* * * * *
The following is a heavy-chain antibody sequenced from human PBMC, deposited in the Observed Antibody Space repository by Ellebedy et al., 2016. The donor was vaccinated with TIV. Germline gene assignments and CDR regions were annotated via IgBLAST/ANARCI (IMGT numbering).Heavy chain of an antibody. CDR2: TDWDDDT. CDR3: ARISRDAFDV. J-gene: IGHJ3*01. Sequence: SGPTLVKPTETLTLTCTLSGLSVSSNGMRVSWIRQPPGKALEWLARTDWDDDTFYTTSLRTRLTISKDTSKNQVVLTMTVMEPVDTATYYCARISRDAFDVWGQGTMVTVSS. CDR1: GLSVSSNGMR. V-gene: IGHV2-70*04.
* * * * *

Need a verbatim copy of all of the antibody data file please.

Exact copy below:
The following is a heavy-chain antibody sequenced from human PBMC, deposited in the Observed Antibody Space repository by Ellebedy et al., 2016. The donor was vaccinated with TIV. Germline gene assignments and CDR regions were annotated via IgBLAST/ANARCI (IMGT numbering).Heavy chain of an antibody. CDR2: TDWDDDT. CDR3: ARISRDAFDV. J-gene: IGHJ3*01. Sequence: SGPTLVKPTETLTLTCTLSGLSVSSNGMRVSWIRQPPGKALEWLARTDWDDDTFYTTSLRTRLTISKDTSKNQVVLTMTVMEPVDTATYYCARISRDAFDVWGQGTMVTVSS. CDR1: GLSVSSNGMR. V-gene: IGHV2-70*04.